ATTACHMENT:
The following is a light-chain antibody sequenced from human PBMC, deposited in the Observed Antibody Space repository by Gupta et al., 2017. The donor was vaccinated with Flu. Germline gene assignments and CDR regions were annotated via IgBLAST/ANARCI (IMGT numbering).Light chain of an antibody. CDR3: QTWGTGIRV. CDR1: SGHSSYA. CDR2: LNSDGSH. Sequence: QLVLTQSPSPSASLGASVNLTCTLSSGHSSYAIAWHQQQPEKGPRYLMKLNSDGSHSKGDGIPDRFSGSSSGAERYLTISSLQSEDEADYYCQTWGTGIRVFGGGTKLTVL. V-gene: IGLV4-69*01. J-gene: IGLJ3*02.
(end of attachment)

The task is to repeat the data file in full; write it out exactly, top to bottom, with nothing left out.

The following is a light-chain antibody sequenced from human PBMC, deposited in the Observed Antibody Space repository by Gupta et al., 2017. The donor was vaccinated with Flu. Germline gene assignments and CDR regions were annotated via IgBLAST/ANARCI (IMGT numbering).Light chain of an antibody. CDR3: QTWGTGIRV. CDR1: SGHSSYA. CDR2: LNSDGSH. Sequence: QLVLTQSPSPSASLGASVNLTCTLSSGHSSYAIAWHQQQPEKGPRYLMKLNSDGSHSKGDGIPDRFSGSSSGAERYLTISSLQSEDEADYYCQTWGTGIRVFGGGTKLTVL. V-gene: IGLV4-69*01. J-gene: IGLJ3*02.